One of the most confronting new things you’ll discover when travelling through Vietnam is trying to negotiate the roads. Whether by foot or in a vehicle, dodging traffic in Vietnam is like nothing you have ever experienced before.
We’ve only been in the country for less than two weeks, but the road etiquette education you receive from day one is an intense, fast-tracked learning experience that will have you comfortable on the roads in no time. We’ve travelled on Vietnamese roads by car, bus, rickshaw, pushbike and on foot already, so we’ve had a bit of time to find out how the ‘system’ works. If we saw or experienced any of the traffic behaviours like this back home in Australia we’d be horrified, but here it’s a natural course of events at every single intersection.
Crossing the road on foot is like a real-life game of Frogger. You’re simply trying to get to the other side in the hope you don’t get squashed by any oncoming traffic that may or may not be on the ‘right’ side of the road. So given our vast traffic dodging experience, here’s a little advice we can offer any first time travellers to Vietnam:
Zebra (or pedestrian) crossings don’t seem to mean anything
Back in Australia if you came to a pedestrian crossing by foot you’d wait, the cars would stop in an orderly fashion, you’d cross the street, then the cars would continue on their merry way. Not here. The cars, buses, pushbikes, motorbikes, rickshaws and any other vehicle on the road don’t stop, it’s up to you to cross and make it to the other side without being bowled over. We were given a piece of advice before we came to Vietnam, “when crossing the road, just go, don’t hesitate, and the traffic will make their way around you”. We’ve lived that mantra as best we can and so far, so good.
Those white lines in the middle of the road are there more as a guide than the rule.
In Australia you stick to the left hand side of the road, whereas in Vietnam and most other countries you stick to the right. Here you start in the right but you drift across whenever you need to almost regardless of any oncoming traffic. For example, on the taxi ride from Danang train station to Hoi An our driver got fed up coasting behind the truck in front, so without any concern he pulled into the left hand lane to overtake, despite the line of cars hurtling towards us in the opposite direction. While we were slightly panicking in the back seat, our driver simply starting beeping his horn, the cars slowed down and we made it back into ‘our’ lane in the nick of time. He carried on as though nothing had happened while I was looking for a new set of underwear in my backpack!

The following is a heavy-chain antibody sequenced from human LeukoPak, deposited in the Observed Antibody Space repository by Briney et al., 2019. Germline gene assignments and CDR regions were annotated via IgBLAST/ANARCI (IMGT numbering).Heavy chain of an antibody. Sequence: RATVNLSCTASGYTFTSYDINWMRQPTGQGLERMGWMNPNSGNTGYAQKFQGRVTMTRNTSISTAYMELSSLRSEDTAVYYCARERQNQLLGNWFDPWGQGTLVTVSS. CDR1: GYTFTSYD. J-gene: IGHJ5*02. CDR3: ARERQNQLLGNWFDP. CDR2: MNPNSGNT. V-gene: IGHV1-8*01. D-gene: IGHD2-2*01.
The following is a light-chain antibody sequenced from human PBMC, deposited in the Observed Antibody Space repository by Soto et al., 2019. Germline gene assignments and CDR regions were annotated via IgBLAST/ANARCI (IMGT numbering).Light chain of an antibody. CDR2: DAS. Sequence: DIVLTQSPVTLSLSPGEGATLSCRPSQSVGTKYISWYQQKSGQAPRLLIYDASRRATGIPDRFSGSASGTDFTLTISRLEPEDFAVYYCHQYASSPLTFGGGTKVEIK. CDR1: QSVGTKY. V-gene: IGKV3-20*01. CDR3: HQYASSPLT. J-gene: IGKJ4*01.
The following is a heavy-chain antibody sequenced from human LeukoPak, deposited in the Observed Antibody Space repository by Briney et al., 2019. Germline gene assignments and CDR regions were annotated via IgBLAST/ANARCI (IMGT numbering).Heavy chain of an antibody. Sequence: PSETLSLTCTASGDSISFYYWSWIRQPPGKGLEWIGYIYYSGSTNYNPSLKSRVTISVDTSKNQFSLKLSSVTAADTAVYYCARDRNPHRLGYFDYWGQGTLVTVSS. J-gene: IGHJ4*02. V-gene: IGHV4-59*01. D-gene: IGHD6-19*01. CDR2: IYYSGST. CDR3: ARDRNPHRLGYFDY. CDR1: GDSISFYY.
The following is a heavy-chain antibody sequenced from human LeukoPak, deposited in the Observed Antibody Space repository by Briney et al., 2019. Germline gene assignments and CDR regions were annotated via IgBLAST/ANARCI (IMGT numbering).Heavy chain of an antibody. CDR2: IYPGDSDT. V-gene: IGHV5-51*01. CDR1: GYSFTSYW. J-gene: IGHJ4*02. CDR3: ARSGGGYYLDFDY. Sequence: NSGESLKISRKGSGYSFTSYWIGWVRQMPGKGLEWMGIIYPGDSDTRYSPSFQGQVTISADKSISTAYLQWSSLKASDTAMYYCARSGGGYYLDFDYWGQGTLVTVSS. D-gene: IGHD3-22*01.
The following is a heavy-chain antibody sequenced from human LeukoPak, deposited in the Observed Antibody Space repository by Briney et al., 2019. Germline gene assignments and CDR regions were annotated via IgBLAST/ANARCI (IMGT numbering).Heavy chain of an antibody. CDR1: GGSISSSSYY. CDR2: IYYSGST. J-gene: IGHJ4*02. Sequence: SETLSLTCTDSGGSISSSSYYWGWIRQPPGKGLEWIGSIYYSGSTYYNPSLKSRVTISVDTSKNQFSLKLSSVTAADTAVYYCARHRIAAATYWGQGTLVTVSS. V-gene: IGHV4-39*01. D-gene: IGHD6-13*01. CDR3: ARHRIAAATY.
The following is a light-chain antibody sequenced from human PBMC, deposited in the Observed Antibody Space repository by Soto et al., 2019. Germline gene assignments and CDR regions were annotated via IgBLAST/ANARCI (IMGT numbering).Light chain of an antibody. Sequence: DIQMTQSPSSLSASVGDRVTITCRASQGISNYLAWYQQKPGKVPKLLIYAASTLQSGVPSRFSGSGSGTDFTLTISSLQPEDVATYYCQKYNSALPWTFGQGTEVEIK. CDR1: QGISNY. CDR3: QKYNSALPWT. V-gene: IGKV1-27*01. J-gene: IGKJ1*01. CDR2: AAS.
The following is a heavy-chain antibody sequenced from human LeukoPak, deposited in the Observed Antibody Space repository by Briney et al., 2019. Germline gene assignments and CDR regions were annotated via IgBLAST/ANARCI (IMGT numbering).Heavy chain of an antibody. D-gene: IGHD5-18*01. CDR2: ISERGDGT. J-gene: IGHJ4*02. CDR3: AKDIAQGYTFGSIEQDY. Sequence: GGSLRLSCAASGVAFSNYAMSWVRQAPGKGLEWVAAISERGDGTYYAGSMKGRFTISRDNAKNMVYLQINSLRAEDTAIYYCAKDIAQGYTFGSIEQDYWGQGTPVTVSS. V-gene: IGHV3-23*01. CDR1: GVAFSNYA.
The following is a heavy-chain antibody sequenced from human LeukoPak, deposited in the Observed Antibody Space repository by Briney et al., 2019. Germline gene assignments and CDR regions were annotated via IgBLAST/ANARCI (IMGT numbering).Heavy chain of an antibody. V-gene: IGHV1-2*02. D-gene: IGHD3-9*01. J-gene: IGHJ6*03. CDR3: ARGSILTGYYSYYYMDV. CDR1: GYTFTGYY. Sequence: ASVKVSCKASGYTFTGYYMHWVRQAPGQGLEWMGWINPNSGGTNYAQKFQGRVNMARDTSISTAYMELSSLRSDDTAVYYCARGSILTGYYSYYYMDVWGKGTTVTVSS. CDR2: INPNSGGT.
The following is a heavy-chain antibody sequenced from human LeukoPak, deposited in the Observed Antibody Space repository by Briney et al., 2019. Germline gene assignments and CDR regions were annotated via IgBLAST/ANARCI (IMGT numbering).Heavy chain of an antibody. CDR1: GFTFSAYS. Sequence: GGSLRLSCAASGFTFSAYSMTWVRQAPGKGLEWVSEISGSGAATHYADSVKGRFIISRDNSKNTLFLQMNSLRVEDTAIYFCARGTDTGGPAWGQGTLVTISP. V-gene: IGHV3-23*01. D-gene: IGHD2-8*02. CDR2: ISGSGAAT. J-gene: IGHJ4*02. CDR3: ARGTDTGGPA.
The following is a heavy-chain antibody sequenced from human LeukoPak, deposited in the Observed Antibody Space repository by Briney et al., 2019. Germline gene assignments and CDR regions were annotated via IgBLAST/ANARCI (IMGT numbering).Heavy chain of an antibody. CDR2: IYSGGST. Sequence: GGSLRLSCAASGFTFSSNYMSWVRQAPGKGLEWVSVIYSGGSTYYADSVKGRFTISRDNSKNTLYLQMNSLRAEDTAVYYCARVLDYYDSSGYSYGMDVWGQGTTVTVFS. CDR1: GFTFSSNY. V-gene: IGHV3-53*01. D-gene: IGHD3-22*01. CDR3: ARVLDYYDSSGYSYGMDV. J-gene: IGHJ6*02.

Don’t be offended by the beep
Back in Australia I have a bad habit of beeping fellow drivers when they screw up, or at least when I believe they’ve screwed up. It’s an anger thing, I’m annoyed at the ‘bad driver’ for doing the wrong thing by me. Here beeping your horn is polite, it’s simply a way of saying “I’m just letting you know I’m here to make sure you don’t have an accident”, or “be careful old chap I’m just going to merge here if that’s ok with you”. And given beeping your horn is polite, the Vietnamese are the most polite people on earth! Their beeping is non-stop. I’ve seen cars and bikes beep when there is literally no-one else around. It’s almost a reflexive action, something they’ve done since the day they started driving, and therefore do it at any random moment without even thinking about it. Even I’ve got in on the act, ringing my bike bell at every opportunity. It’s actually quite fun!
Negotiating intersections can be both exhilarating and frightening at the same time